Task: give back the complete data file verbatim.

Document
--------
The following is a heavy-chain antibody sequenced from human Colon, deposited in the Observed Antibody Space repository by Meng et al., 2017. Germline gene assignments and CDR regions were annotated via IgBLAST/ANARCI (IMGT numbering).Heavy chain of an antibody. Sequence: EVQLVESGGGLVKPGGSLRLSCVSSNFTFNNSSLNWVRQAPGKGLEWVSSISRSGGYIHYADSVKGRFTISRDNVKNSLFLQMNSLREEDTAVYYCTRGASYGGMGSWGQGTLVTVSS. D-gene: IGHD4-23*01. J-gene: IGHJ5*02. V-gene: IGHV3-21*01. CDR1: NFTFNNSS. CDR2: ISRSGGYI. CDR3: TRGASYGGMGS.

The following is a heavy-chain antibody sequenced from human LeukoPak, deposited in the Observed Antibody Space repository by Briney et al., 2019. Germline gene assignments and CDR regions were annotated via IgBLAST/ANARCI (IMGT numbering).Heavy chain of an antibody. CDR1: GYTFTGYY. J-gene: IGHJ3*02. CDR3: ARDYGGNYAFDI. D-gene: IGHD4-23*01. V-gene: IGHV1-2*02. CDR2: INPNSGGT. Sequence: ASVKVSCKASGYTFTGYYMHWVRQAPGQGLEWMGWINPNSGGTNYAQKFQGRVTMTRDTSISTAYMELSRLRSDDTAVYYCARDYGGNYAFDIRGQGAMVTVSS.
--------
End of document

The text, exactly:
The following is a heavy-chain antibody sequenced from human Colon, deposited in the Observed Antibody Space repository by Meng et al., 2017. Germline gene assignments and CDR regions were annotated via IgBLAST/ANARCI (IMGT numbering).Heavy chain of an antibody. Sequence: EVQLVESGGGLVKPGGSLRLSCVSSNFTFNNSSLNWVRQAPGKGLEWVSSISRSGGYIHYADSVKGRFTISRDNVKNSLFLQMNSLREEDTAVYYCTRGASYGGMGSWGQGTLVTVSS. D-gene: IGHD4-23*01. J-gene: IGHJ5*02. V-gene: IGHV3-21*01. CDR1: NFTFNNSS. CDR2: ISRSGGYI. CDR3: TRGASYGGMGS.

The following is a heavy-chain antibody sequenced from human LeukoPak, deposited in the Observed Antibody Space repository by Briney et al., 2019. Germline gene assignments and CDR regions were annotated via IgBLAST/ANARCI (IMGT numbering).Heavy chain of an antibody. CDR1: GYTFTGYY. J-gene: IGHJ3*02. CDR3: ARDYGGNYAFDI. D-gene: IGHD4-23*01. V-gene: IGHV1-2*02. CDR2: INPNSGGT. Sequence: ASVKVSCKASGYTFTGYYMHWVRQAPGQGLEWMGWINPNSGGTNYAQKFQGRVTMTRDTSISTAYMELSRLRSDDTAVYYCARDYGGNYAFDIRGQGAMVTVSS.